Its not surprising that Sir Redmond Barry is not liked by people who idolise a police murderer – after all he sentenced Ned Kelly to death. But criminals and their families and supporters almost never applaud or have anything decent or fair to say about the Judges who put them away, and its no different for the Kelly story. On the Iron Outlaw website – unsurprisingly given that its run by a dedicated blind Kelly fanatic – Barry was listed as a “Villain” and a short so called ‘biography’ is nothing but a hatchet job on the man. Quotes disparaging him are taken out of context and all the many great and enduring achievements of his interesting life are completely ignored. The truth is that Barry was one of the great founding fathers of Melbourne and his memory will endure. Amongst Kelly fanatics though, he will only be remembered as the man who sentenced Ned Kelly to death, and that will partly be the result of people like the Iron Outlaw guy misinforming anyone who looks at his website or reads his book. What a pity he hasn’t the integrity to honestly tell the whole story and allow readers to make up their own minds.
So here, to begin the discussion about Redmond Barry is an abridged version of his achievements from Wikipaedia:
Sir Redmond Barry, KCMG, QC (7 June 1813 – 23 November 1880), was a colonial judge in Victoria, Australia, of Anglo-Irish origins. Redmond Barry arrived in New South Wales in April 1837 and was admitted to the New South Wales Bar. After two years in Sydney, Barry moved to Melbourne, a city with which he was ever afterwards closely identified, arriving at the new Port Phillip Settlement on 13 November 1839. After practising his profession for some years, he became commissioner of the Court of Requests, and after the creation in 1851 of the colony of Victoria, out of the Port Phillip district of New South Wales, he became the first Solicitor-General of Victoria, with a seat in both the Legislative and Executive Councils. In 1852 he was appointed a judge of the Supreme Court of Victoria. Later he also served as acting Chief Justice and Administrator of the government.
Barry was noted for his service to the community, and he convinced the state government to spend money on public works, particularly on education. He was instrumental in the foundation of the Royal Melbourne Hospital (1848), the University of Melbourne (1853), and the State Library of Victoria (1854). He served as the first chancellor of the university until his death and was also president of the trustees of the State Library. He was the first President of the Ballarat School of Mines (1870), which later became the Ballarat University and now Federation University Australia.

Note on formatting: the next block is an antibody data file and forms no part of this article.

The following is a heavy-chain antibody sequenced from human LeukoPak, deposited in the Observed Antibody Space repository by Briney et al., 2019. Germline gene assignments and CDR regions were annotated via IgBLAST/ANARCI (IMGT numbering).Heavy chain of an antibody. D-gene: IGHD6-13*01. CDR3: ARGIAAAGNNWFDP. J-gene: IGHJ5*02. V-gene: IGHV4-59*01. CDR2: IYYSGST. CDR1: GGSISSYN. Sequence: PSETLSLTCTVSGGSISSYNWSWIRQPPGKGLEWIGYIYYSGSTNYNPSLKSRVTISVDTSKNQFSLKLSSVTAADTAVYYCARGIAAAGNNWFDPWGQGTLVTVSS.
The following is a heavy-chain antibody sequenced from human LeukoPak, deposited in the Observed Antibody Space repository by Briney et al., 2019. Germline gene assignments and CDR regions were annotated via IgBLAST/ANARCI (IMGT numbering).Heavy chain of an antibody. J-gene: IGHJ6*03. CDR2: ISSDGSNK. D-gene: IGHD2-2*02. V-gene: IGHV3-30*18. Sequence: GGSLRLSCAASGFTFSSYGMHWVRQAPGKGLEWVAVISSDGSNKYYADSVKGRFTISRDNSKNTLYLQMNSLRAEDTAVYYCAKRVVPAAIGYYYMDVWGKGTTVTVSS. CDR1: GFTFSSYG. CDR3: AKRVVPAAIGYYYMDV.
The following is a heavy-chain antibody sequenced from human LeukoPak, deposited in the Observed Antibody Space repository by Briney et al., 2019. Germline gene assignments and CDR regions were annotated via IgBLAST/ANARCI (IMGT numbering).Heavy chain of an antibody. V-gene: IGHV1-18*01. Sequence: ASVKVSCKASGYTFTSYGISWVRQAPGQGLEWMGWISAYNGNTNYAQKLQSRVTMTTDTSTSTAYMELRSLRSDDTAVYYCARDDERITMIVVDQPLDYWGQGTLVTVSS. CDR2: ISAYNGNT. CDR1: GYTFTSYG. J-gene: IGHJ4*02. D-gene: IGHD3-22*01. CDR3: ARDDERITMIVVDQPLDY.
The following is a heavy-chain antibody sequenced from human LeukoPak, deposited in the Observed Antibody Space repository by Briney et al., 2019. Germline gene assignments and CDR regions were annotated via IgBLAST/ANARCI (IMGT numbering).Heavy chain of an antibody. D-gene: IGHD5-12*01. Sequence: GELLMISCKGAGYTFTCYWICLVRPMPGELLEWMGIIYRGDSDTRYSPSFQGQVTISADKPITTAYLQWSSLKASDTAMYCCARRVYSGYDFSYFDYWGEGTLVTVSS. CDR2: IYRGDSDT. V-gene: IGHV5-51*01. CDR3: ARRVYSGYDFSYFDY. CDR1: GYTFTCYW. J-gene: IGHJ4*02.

Barry was the judge in the Eureka Stockade treason trials in the Supreme Court in 1855. The thirteen miners were all acquitted.
He chaired the committee for the Victorian Intercolonial Exhibition in Melbourne, he represented Victoria at the London International Exhibition of 1862 and at the Philadelphia Exhibition of 1876. He was made a knight bachelor in 1860, and was created a Knight Commander of the Order of St Michael and St George (KCMG) in 1877.
There a couple of other Kelly myths about Barry, beside the one that he was a ‘villain’. One is that after he sentenced Ellen Kelly for her role in the Fitzpattrick affair, he said he would have sentenced Ned Kelly to 15 years in prison for his role in it, if he were there too. The first known mention of this purported remark is by GW Hall in “Outlaws of the Wombat Ranges” and then later by J.J. Kenneally and Max Brown, in his 1948 biography ‘Australian Son’. (Stuart Dawson describes the way this myth grows in the first comment at the end of this Post) The IO fanatic repeats this lie on his website and in his very recent book, and yet many years ago Ian Jones reported there was no record anywhere of this having ever been said. Ian Jones also said it would have been totally out of character for a Judge of Barrys stature and competence to have made such a remark, and he dismisses it as a fable.
The other myth about Barry and Ned Kelly is the claim that Kelly forecast Barrys death. What actually happened was that immediately after Barry had finished pronouncing the sentence with the words “May God have mercy on your soul” Kelly replied saying “I will go a little further than that and say I will see you there where I go”
I can’t see how that is a prediction of imminent doom, as Kelly fanciers claim. Rather I see it as Kelly mocking the judge and saying, effectively ‘if you think you’re better than me, you’re not and when you die, you’ll be in the same place as me’ Ned Kelly as we know, had an extraordinary way with words and a very quick tongue.
But Barry was an old man, 67 and a diabetic. Three weeks later he died with a complication of an abscess that developed on his neck. But he outlived Kelly, and contributed massively to the cultural richness of Melbourne not only then but even now, through the Library , the Hospital and the University and other institutions that he promoted and supported.
Now, Kelly fanciers thought it was terrific when Aidan Phelan wrote a piece about Ned Kelly that said this about him : “The first thing we need to look at is the debate about whether Ned Kelly was a hero or a villain and why people dig their heels in on a particular side. It’s very easy to forget that Ned Kelly was a living, breathing human being. He had loves, hates, family, friends, skills and talents just like all of us.”
Now, I agree with that, even though its stating the obvious, but I ask, would the Kelly sympathisers extend the same understanding to Sir Redmond Barry?
(Visited 84 times)